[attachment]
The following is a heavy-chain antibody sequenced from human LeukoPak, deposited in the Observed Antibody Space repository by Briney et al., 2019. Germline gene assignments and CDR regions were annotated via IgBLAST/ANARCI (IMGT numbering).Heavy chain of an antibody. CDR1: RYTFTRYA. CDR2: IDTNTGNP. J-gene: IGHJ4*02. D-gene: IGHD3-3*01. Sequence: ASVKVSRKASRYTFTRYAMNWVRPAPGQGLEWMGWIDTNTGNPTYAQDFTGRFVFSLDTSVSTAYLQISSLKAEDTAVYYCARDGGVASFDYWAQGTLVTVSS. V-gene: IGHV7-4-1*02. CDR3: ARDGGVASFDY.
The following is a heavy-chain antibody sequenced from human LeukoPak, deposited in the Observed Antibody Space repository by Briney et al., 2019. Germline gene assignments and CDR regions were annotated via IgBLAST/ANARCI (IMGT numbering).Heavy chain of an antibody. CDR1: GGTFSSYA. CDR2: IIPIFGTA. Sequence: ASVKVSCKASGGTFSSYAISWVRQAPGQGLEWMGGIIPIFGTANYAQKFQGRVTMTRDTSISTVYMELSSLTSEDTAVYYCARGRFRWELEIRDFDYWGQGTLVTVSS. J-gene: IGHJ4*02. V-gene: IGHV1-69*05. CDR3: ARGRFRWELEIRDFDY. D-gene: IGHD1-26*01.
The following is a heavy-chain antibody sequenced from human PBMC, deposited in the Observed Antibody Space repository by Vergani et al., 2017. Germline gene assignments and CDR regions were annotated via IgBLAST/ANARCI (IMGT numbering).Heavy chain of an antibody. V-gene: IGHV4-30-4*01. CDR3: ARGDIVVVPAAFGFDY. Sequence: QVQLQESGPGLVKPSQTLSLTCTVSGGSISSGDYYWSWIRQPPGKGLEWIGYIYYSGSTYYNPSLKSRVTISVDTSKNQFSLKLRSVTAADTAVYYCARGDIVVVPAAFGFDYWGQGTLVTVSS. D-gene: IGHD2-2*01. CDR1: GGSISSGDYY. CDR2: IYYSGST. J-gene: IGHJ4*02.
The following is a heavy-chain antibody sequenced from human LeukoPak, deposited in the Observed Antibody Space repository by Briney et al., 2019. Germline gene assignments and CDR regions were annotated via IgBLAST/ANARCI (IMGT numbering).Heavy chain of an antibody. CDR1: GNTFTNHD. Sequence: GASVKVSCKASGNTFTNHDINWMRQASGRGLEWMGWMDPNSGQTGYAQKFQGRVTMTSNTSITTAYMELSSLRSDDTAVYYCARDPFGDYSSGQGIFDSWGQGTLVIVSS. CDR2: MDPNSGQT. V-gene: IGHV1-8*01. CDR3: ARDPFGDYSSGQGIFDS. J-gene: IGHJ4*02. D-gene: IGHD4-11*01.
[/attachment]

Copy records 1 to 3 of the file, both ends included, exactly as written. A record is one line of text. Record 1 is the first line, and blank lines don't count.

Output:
The following is a heavy-chain antibody sequenced from human LeukoPak, deposited in the Observed Antibody Space repository by Briney et al., 2019. Germline gene assignments and CDR regions were annotated via IgBLAST/ANARCI (IMGT numbering).Heavy chain of an antibody. CDR1: RYTFTRYA. CDR2: IDTNTGNP. J-gene: IGHJ4*02. D-gene: IGHD3-3*01. Sequence: ASVKVSRKASRYTFTRYAMNWVRPAPGQGLEWMGWIDTNTGNPTYAQDFTGRFVFSLDTSVSTAYLQISSLKAEDTAVYYCARDGGVASFDYWAQGTLVTVSS. V-gene: IGHV7-4-1*02. CDR3: ARDGGVASFDY.
The following is a heavy-chain antibody sequenced from human LeukoPak, deposited in the Observed Antibody Space repository by Briney et al., 2019. Germline gene assignments and CDR regions were annotated via IgBLAST/ANARCI (IMGT numbering).Heavy chain of an antibody. CDR1: GGTFSSYA. CDR2: IIPIFGTA. Sequence: ASVKVSCKASGGTFSSYAISWVRQAPGQGLEWMGGIIPIFGTANYAQKFQGRVTMTRDTSISTVYMELSSLTSEDTAVYYCARGRFRWELEIRDFDYWGQGTLVTVSS. J-gene: IGHJ4*02. V-gene: IGHV1-69*05. CDR3: ARGRFRWELEIRDFDY. D-gene: IGHD1-26*01.
The following is a heavy-chain antibody sequenced from human PBMC, deposited in the Observed Antibody Space repository by Vergani et al., 2017. Germline gene assignments and CDR regions were annotated via IgBLAST/ANARCI (IMGT numbering).Heavy chain of an antibody. V-gene: IGHV4-30-4*01. CDR3: ARGDIVVVPAAFGFDY. Sequence: QVQLQESGPGLVKPSQTLSLTCTVSGGSISSGDYYWSWIRQPPGKGLEWIGYIYYSGSTYYNPSLKSRVTISVDTSKNQFSLKLRSVTAADTAVYYCARGDIVVVPAAFGFDYWGQGTLVTVSS. D-gene: IGHD2-2*01. CDR1: GGSISSGDYY. CDR2: IYYSGST. J-gene: IGHJ4*02.